Modern archaeology and philology have consistently upheld the position of Latin in the Roman Church from the first century. (Previously, it was thought that Greek was pre-eminent in the early Church.)
Paul Berry gave us an excellent monograph, The Christian Inscription at Pompeii, from the same press in 1995. In that previous monograph, he demonstrated, through archaeology at Pompeii, that Latin was already being used in the Christian liturgy at or before the time of the eruption of Mount Vesuvius in A.D. 79.
Berry has now followed up that work with one on The Correspondence Between Paul and Seneca, A.D. 61-65. Latinists have, of course, known of this correspondence, but the liberal scholars of recent centuries have tended to dismiss it as probably spurious. A new school of modern scholars, like Berry, are once again arguing for their authenticity, which, if granted, provides strong proof that St. Paul was as articulate in the language of the Caesars as he was in that of Pericles.
Berry is a strong scholarly advocate of the position that the primary language of Christianity in Italy was not Greek, even from the Apostolic Age, but Latin. In this, he confirms the contentions of one of the Traditional Latin Mass's greatest historians and rubricists, Adrian Fortescue.
After a introduction that summarizes forcefully the evidence for the primacy of Latin in the Apostolic Age, Berry presents each of the letters, eight from Seneca to St. Paul and six from St. Paul to Seneca. First he gives an architectural facsimile from the original 9th-century copies in the State Library of Vienna, written in a quite legible Carolingian hand.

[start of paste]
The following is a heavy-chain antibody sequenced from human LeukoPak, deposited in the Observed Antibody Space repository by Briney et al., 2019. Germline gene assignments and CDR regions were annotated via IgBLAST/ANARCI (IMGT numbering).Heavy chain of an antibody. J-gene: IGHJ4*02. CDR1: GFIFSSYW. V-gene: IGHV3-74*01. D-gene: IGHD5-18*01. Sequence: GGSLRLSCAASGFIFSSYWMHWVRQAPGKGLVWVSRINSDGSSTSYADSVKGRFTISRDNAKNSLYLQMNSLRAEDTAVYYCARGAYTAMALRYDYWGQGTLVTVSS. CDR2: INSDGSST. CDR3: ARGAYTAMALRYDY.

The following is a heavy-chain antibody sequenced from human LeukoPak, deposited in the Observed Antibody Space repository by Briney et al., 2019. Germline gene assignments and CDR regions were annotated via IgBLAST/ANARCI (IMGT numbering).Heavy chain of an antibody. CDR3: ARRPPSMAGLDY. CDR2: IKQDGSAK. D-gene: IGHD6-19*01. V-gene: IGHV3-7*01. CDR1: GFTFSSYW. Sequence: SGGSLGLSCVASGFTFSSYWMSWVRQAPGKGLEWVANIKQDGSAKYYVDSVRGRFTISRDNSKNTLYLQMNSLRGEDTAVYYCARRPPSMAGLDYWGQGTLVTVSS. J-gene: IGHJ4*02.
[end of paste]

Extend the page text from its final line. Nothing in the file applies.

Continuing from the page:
Then he gives a facing transcription in modern type, together with a suggested translation, followed by copious commentary on the content.
When St. Paul was barely known as an itinerant preacher, the Roman philosopher Seneca was the leading figure not only in the world of philosophy and literature, but in government, as he was the principal advisor to the young Nero.
Seneca, one of the leading Stoics, was highly regarded by early Christian thinkers – Tertullian, St. Jerome, and St. Augustine, among others – and his Roman Stoicism undoubtedly helped to form the intellectual basis of Christian philosophy and theology.
That the world's greatest philosopher at the time and the Christian faith's greatest Apostle should have had an exchange of thought while the Apostle was in Rome, eventually to be martyred there, is a truly watershed event.
Those with a basic familiarity of the Latin language should be able to handle the original fairly well (although the commentary is not grammatical in nature). The Latin style is that of the Silver Age, the century or so after the Golden Age authors like Julius Caesar and Cicero, which are those usually studied in the schools.
Unfortunately, the brilliance and depth of Seneca is usually held off in colleges and universities until upper division or graduate studies.
However, there is no need to do this. Seneca's style, though a bit terser than the earlier classics, is certainly approachable, and indeed delightful.
How better to take pleasure in your knowledge of the Immortal Language than through this unique set of letters exchanged between the leading philosopher of the time and the leading Apostle?
From Traditio, the Traditional Roman Catholic Internet Site